Earth Sciences - Physics - 05.12.2017
Dark Fiber: Using Sensors Beneath Our Feet to Tell Us About Earthquakes, Water, and Other Geophysical Phenomenon
Dark Fiber: Using Sensors Beneath Our Feet to Tell Us About Earthquakes, Water, and Other Geophysical Phenomenon
Scientists at the Department of Energy's Lawrence Berkeley National Laboratory (Berkeley Lab) have shown for the first time that dark fiber - the vast network of unused fiber-optic cables installed throughout the country and the world - can be used as sensors for detecting earthquakes, the presence of groundwater, changes in permafrost conditions, and a variety of other subsurface activity.

Earth Sciences - History / Archeology - 01.12.2017
Bronze Age artifacts used meteoric iron
You may already be surprised to hear there are iron objects dating back to the Bronze Age, but their meteorite origin is even more astonishing. Though meteorites had already been recognized as one source of this metal, the scientific community couldn't determine whether they accounted for most or simply a few Bronze Age iron artifacts.

Earth Sciences - Astronomy / Space - 30.11.2017
New early signals to quantify the magnitude of strong earthquakes
After an earthquake, there is a disturbance in the field of gravity almost instantaneously. This could be recorded before the seismic waves that seismologists usually analyze. In a study published in Science on December 1, 2017, a team formed of researchers from CNRS, IPGP, the UniversitÚ Paris Diderot 1 and Caltech has managed to observe these weak signals related to gravity and to understand where they come from.

Life Sciences - Earth Sciences - 30.11.2017
U-M researchers recover more mammoth bones from Chelsea-area farm
CHELSEA, Mich.-University of Michigan paleontologists conducted a second excavation this week at the Chelsea-area farm where the skull, tusks and dozens of intact bones of an ice age mammoth were pulled from the ground in late 2015. A U-M news video of the skull and two attached tusks being hoisted from the muddy excavation pit with a backhoe on Oct.

Earth Sciences - Life Sciences - 29.11.2017
Feathered dinosaurs were even fluffier than we thought
Feathered dinosaurs were even fluffier than we thought
A University of Bristol-led study has revealed new details about dinosaur feathers and enabled scientists to further refine what is potentially the most accurate depiction of any dinosaur species to date. Birds are the direct descendants of a group of feathered, carnivorous dinosaurs that, along with true birds, are referred to as paravians - examples of which include the infamous Velociraptor.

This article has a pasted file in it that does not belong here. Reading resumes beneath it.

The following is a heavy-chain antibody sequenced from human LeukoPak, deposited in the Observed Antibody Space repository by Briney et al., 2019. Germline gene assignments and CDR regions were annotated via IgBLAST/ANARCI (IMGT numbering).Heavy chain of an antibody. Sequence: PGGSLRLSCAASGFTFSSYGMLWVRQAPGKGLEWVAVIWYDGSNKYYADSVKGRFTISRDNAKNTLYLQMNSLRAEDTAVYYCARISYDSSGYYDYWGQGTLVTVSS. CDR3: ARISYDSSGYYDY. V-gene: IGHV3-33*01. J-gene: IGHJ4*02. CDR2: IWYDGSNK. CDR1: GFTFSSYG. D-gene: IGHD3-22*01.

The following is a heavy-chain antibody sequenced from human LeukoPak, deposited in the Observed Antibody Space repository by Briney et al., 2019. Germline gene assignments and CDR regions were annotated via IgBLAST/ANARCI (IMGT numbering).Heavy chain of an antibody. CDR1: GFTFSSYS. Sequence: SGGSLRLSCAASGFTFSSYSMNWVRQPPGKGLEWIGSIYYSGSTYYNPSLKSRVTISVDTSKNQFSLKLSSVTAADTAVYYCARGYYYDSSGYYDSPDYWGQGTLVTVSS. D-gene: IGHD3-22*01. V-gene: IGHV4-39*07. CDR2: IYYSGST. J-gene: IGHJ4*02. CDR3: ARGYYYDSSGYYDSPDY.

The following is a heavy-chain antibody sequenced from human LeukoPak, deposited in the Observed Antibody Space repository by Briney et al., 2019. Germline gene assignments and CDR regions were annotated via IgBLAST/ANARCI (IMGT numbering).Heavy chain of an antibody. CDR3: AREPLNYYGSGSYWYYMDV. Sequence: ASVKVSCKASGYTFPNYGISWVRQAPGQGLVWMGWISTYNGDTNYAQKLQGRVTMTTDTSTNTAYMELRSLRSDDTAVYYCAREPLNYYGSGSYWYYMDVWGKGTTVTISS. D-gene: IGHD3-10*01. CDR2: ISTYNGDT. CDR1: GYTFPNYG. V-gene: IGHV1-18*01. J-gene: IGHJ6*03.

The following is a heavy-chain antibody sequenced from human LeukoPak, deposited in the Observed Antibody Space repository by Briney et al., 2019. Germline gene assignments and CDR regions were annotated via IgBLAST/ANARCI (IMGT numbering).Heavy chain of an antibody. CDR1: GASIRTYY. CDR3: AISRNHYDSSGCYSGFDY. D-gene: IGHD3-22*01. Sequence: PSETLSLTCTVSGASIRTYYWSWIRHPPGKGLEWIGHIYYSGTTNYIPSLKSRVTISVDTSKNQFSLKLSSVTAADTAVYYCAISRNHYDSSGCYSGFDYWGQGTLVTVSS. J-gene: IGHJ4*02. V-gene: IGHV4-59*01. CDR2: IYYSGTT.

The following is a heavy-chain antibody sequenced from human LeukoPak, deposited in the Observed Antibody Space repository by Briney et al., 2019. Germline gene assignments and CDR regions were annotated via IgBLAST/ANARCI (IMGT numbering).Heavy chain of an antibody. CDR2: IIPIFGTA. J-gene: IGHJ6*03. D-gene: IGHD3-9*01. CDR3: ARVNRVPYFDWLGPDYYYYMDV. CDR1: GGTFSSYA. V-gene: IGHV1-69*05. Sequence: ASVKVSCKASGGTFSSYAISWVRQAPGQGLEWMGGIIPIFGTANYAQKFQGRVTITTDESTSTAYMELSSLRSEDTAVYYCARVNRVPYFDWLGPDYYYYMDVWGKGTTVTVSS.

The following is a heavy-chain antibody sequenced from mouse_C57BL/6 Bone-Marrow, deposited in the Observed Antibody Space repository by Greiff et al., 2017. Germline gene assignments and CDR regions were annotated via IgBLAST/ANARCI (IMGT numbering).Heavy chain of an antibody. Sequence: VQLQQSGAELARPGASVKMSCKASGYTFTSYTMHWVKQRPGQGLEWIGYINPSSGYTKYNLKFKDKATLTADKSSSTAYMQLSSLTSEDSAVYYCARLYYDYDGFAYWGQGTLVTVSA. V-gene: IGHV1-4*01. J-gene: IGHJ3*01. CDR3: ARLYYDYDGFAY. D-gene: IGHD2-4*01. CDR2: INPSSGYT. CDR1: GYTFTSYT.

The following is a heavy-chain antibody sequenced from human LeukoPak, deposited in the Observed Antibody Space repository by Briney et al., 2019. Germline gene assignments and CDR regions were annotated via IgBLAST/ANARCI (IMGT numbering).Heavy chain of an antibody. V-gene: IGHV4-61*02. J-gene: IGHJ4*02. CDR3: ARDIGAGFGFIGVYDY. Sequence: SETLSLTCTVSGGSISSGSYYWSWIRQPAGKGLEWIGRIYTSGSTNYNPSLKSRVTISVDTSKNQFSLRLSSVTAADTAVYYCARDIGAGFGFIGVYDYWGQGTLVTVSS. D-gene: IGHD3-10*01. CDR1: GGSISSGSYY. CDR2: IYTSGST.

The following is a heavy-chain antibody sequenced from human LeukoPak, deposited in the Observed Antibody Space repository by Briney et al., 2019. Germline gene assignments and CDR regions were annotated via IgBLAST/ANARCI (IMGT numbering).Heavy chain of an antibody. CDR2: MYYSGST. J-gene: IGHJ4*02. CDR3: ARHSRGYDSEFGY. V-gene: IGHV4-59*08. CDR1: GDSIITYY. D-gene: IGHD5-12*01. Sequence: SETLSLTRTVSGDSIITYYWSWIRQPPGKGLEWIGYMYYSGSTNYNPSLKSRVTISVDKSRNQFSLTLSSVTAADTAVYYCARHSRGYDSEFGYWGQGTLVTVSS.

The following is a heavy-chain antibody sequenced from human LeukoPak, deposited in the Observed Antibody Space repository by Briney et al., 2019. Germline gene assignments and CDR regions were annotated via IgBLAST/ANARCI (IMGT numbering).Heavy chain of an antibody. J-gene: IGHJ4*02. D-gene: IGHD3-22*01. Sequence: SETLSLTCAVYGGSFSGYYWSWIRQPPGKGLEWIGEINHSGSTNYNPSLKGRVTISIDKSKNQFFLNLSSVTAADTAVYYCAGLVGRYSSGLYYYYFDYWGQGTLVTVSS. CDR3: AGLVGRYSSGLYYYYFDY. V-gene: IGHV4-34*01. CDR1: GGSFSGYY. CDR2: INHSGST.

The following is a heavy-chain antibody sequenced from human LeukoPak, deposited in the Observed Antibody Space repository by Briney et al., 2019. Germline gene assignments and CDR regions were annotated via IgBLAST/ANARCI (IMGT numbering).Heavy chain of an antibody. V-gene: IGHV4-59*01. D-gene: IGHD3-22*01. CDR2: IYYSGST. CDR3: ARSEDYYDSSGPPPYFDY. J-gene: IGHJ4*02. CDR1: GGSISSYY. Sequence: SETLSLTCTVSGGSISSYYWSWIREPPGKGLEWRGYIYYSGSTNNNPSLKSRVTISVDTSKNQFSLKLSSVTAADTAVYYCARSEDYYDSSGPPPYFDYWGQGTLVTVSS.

Civil Engineering - Earth Sciences - 28.11.2017
Himalayan river system influenced ancient Indus Civilisation
Himalayan river system influenced ancient Indus Civilisation
Scientists have found that much of the Indus thrived around an extinct river, challenging ideas about how urbanisation in ancient cultures evolved. The Indus or Harappan Civilisation was a Bronze Age society that developed mainly in the northwestern regions of South Asia from 5300 to 3300 years ago, at about the same time as urban civilisations developed in Mesopotamia and Egypt.

Environment - Earth Sciences - 24.11.2017
Are our lakes on the brink of suffocation?
Are our lakes on the brink of suffocation?
In order to gain insight into how lakes breathe, EPFL scientists have studied oxygen depletion in the depths of Lake Geneva - the first time such research has been carried out. By collecting key data, they were able to enhance their understanding of the lake's ecosystem and how it is likely to evolve over time.

Earth Sciences - Environment - 24.11.2017
Going underground: Cambridge digs into the history of geology with landmark exhibition
Going underground: Cambridge digs into the history of geology with landmark exhibition
A box full of diamonds, volcanic rock from Mount Vesuvius, and the geology guide that Darwin packed for his epic voyage on the Beagle will go on display in Cambridge this week as part of the first major exhibition to celebrate geological map-making. We show how for the first time people were encouraged to think about the secretive world beneath their feet.

Environment - Earth Sciences - 23.11.2017
Ocean floor mud reveals secrets of past European climate
Samples of sediment taken from the ocean floor of the North Atlantic Ocean have given researchers an unprecedented insight into the reasons why Europe's climate has changed over the past 3000 years. From the warmer climates of Roman times when vineyards flourished in England and Wales to the colder conditions that led to crop failure, famine and pandemics in early medieval times, Europe's climate has varied over the past three millennia.

Earth Sciences - 22.11.2017
Puzzling patches in Earth’s interior billions of years in the making
Mysterious patches on the planet's core that dampen seismic waves could be the result of ancient seawater chemically reacting with iron under extreme conditions. A chemical reaction between ancient seawater and iron in Earth's mantle over eons could explain the formation of mysterious blobs in the planet's interior that dampen passing seismic waves, Stanford researchers say.